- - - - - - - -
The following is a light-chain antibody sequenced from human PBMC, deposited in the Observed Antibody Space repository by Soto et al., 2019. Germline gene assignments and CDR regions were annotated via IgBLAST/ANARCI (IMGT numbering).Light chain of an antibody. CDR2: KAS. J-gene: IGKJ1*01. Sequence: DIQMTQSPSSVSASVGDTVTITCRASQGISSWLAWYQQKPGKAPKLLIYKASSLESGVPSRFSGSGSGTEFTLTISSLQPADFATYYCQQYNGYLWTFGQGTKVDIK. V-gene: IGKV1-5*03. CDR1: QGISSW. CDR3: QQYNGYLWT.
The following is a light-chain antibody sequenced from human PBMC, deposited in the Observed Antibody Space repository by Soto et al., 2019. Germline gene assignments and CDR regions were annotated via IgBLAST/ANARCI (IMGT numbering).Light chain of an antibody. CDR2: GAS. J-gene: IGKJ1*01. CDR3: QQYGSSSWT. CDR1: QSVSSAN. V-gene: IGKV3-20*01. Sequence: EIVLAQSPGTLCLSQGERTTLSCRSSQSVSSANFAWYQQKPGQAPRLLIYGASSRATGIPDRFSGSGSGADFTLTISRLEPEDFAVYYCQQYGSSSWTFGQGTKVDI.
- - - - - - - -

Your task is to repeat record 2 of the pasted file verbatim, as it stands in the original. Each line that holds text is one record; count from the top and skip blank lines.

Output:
The following is a light-chain antibody sequenced from human PBMC, deposited in the Observed Antibody Space repository by Soto et al., 2019. Germline gene assignments and CDR regions were annotated via IgBLAST/ANARCI (IMGT numbering).Light chain of an antibody. CDR2: GAS. J-gene: IGKJ1*01. CDR3: QQYGSSSWT. CDR1: QSVSSAN. V-gene: IGKV3-20*01. Sequence: EIVLAQSPGTLCLSQGERTTLSCRSSQSVSSANFAWYQQKPGQAPRLLIYGASSRATGIPDRFSGSGSGADFTLTISRLEPEDFAVYYCQQYGSSSWTFGQGTKVDI.